...He’s out from Finland just a year and eight months and this is the first good job he has had. First, it was the chokers on a big steam skidder, but that only lasted till the shutdown. He found out about a bucker’s job at this camp, and because the fireman was a fellow countryman, he got the job.
...Well, it was his – his saw and his log to buck into three foot wood blocks. Gotta file your own saw too. Ole helped him till he could do it himself. You just lay your back into that saw and push and pull – cinders are on your back from the exhaust. It’s raining. It’s muddy. Damn good job.
...What is a logger?
...You’re a cat-skinner on maybe Redonda Island in 1960. The ground is as steep as a D8 will take. If it got any steeper, the side-hill would fall over. You’re hauling big, round, hard-as-a-rock fir logs and you’re trying to make five trips a day. Redonda fir is prime stuff, but all the easy wood is long gone. Now, it’s a side-hill show wherever you go.
...You wind your way up from the beach, on switchback after switchback, till you hit the little bench where the wood lies. In a short time your turn of logs is hooked up, and down the hill you go.
...A cat-skinner earns his dough on Redonda. It’s no place to have poor brakes or to be of weak heart.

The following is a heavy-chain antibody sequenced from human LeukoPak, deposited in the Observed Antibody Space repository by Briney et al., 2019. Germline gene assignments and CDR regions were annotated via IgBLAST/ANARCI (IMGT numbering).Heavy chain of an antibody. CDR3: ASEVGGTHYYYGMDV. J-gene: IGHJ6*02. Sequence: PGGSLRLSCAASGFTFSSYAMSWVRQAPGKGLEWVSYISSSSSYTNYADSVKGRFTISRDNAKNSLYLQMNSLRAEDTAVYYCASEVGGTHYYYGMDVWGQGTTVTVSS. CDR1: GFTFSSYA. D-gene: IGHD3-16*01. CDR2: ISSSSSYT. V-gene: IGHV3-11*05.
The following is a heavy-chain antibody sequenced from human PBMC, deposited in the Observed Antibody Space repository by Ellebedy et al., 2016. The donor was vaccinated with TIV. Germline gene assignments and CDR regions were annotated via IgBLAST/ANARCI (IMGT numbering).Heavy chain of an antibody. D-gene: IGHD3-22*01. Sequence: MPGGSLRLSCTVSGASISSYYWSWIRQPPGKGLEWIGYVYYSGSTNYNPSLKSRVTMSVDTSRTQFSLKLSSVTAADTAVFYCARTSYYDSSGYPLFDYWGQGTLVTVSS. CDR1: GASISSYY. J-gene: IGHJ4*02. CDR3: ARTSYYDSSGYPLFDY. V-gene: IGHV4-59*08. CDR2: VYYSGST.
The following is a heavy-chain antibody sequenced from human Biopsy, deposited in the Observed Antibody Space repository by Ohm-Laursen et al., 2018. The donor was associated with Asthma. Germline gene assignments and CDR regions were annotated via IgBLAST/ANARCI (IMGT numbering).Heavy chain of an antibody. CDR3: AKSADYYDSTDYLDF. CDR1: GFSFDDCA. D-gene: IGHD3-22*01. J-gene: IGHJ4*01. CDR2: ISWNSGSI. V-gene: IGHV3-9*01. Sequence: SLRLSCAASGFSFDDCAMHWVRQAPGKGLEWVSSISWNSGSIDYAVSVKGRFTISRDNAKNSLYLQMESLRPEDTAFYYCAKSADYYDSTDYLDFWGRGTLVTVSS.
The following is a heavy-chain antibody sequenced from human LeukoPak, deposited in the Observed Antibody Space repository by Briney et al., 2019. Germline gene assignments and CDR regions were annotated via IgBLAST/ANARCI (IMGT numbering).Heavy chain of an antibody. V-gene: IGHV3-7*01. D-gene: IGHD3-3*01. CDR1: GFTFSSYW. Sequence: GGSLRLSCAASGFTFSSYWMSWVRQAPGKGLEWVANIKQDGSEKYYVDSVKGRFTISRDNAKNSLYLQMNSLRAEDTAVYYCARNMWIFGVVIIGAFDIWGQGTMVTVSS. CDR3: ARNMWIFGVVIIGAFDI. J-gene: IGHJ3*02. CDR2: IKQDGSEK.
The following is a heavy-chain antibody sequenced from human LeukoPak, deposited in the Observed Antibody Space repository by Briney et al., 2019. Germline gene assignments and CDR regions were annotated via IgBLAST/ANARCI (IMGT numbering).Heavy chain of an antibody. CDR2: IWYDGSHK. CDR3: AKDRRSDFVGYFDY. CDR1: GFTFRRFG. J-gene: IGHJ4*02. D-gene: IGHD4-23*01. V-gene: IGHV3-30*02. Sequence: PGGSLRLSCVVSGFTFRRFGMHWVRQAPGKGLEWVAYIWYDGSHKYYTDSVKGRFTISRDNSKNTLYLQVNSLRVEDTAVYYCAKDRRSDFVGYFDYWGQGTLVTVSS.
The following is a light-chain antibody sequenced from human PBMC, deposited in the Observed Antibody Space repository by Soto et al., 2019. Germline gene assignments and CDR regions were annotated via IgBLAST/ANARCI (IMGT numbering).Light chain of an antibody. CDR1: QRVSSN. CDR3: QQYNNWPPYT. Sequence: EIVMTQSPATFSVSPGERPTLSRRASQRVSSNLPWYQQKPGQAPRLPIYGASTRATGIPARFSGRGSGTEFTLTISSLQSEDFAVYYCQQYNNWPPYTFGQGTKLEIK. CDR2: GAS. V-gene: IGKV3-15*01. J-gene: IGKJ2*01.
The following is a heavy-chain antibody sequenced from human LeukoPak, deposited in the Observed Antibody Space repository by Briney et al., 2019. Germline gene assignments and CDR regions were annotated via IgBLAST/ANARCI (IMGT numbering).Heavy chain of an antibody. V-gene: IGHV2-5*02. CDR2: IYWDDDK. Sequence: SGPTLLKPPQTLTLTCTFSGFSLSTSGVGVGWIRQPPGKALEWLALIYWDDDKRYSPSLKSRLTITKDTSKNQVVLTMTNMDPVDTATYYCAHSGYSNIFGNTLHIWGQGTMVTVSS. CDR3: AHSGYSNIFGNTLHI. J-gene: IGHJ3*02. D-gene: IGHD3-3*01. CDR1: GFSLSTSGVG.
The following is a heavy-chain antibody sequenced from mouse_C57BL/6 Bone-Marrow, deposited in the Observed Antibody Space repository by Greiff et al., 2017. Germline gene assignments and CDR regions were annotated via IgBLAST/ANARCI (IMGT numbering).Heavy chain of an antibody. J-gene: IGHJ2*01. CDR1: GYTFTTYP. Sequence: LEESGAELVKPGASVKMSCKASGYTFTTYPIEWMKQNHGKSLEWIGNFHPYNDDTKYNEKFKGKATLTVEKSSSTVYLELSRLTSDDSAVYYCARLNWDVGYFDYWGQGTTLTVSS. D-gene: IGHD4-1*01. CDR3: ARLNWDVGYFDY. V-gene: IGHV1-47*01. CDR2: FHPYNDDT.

...What is a logger?
...He’s a faller in the Queen Charlotte Islands in 1956, and the trees are big and the underbrush is fierce. They invented salal brush up here in the Islands.
...You and your partner have been out of town for four months now and the time is dragging. A four month stretch for a powersaw man in the Charlottes is a pretty good one, and soon you’ll take a couple of weeks in Vancouver. . ....The saws in ’56 are still heavy – they’ll get lighter and

faster someday, you hope – maybe in ’63. Well, it still eats pulling on a handsaw like you used to do just a few short years ago. Then, it was head down and pull that saw. The work was real tough, but as they say in the bush – “you hired out to be tough.”
...What is a logger?